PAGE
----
• Newly emerging leaves are short, narrow, and light green

Copper 

How to identify

  • Dieback of stems and twigs.
  • Yellowing of leaves.
  • Stunted growth and pale green leaves that wither easily.

Iron

How to identify

  • Leaf yellowing first appears on the younger upper leaves in interveinal tissues.
  • Leaves to turn completely yellow or almost white, and then brown as leaves die.

Zinc

How to identify

  • Short internodes and a decrease in leaf size.
  • Delayed maturity

    zinc deficient plants

Benefits of testing farm soil.                     

  • The world population is growing up and thus fertile soils are required to produce more food.
  • Farmers can easily avoid soil degradation.
  • Leads to minimization of fertilizer expenditure.
  • Informs the farmer on the current health status of the soil.

Appropriate time to take the soil sample

Soil samples can be taken any time throughout the year. However, it’s also appropriate to take soil samples after the harvest. This will give you ample time to prepare the land as per the recommendations of the soil sample results before the next planting season. The soil should not be too dry or wet when taking the soil sample in a farm. In orchards where there are permanent crops, soil test should be done after every four years.

OxfarmAg Ltd message to Kenyan farmers;

Smallholder farmers, particularly those in Kenya, often lack access to soil testing laboratories to determine their soil’s fertility and the nutrients required to increase crop productivity. This causes farmers to apply fertilizer that may not meet their soil’s needs. Soil analysis will inform you of your soils’ deficiencies. Soil testing can also help to predict return on investment for Kenyan farmers.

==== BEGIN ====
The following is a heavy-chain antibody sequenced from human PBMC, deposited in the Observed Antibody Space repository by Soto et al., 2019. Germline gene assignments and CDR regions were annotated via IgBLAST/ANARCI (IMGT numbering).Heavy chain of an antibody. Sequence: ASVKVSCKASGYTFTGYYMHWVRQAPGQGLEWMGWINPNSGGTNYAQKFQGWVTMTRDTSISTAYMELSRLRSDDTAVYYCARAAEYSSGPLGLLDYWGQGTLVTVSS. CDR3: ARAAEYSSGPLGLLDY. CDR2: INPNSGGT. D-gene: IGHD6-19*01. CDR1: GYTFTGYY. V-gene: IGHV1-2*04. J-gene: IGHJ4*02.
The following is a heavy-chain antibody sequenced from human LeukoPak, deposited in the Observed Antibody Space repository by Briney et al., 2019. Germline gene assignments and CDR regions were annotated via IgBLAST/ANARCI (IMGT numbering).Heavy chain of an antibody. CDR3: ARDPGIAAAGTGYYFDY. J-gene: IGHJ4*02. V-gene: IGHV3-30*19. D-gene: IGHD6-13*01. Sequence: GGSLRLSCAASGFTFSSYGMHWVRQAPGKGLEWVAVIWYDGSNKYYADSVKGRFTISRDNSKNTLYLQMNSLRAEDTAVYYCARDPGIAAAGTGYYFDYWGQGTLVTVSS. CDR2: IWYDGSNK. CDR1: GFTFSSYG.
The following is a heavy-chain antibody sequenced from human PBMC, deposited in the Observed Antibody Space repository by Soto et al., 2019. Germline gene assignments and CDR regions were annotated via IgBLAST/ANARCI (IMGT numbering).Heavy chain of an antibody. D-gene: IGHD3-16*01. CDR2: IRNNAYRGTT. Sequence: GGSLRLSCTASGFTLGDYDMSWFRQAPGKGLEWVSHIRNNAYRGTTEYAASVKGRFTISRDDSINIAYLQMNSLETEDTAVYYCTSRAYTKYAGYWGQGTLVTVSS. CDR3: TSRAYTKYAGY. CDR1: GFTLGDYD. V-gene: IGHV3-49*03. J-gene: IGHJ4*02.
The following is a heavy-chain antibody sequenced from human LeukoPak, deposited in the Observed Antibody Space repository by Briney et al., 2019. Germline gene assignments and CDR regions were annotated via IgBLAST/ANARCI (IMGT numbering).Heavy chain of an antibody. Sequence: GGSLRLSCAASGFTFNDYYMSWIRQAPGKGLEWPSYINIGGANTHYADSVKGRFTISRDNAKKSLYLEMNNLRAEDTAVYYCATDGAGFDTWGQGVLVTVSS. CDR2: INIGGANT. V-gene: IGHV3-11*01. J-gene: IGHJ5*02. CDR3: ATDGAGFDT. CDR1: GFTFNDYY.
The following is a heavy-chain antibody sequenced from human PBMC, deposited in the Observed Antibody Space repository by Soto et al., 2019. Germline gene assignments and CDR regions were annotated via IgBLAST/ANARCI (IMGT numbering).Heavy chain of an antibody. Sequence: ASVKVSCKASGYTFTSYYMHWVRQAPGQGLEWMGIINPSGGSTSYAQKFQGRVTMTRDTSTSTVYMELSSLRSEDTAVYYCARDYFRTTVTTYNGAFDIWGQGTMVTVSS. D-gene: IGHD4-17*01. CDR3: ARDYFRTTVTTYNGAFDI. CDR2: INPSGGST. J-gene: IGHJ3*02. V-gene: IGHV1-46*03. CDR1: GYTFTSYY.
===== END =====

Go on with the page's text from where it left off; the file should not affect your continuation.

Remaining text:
Here at oxfarm we have dedicated staff with a primary goal of providing accurate soil analysis in a timely manner.

Frequent soil testing helps farmers decide whether their current management is robbing future productivity and profits.

Soil testing serves as the best guide available for determining nutrient needs for growing crops. Soil testing also provides a balanced fertility program which is a vital component of sustainable farming programs that are profitable, efficient and environmentally responsible.

We offer soil testing services at highly competitive prices and this will assist a farmer to undertake the correct management practices in his farm.

We offer individual package of soil testing at ksh 2800 per sample exclusive of transport which is charged at ksh 20 per km from Nairobi to the farm and back when coming to collect the soil sample.

Contact us on  0706222888.

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The Role of An Agronomist

Agronomists, sometimes known as crop scientists, specialize in producing and improving food crops through conducting experiments and developing methods of production. As plant scientists, agronomists can have many career paths, but their careers are generally focused on increasing the quality and amount of food produced for the nation’s food supply.

Agronomists have varied duties that require them to think critically to solve problems. First and foremost, agronomists experiment and plan studies to improve crop yields. They study a farm’s crop production in order to discern the best ways to plant, harvest, and cultivate the plants, regardless of the climate. It is also important for agronomists to develop methods to control weeds and pests to keep crops disease-free.

Agronomists often use mathematical and analytical skills in conducting their work and experimentation. Complex data and information that they develop must be worked into a serviceable format for public consumption. Agronomists relay their information in written form, making presentations and speeches as well as responding diplomatically to sensitive issues regarding their findings. Their ultimate goal is to work scientifically to produce the finest crops, on the most consistent basis that they can, in any situation.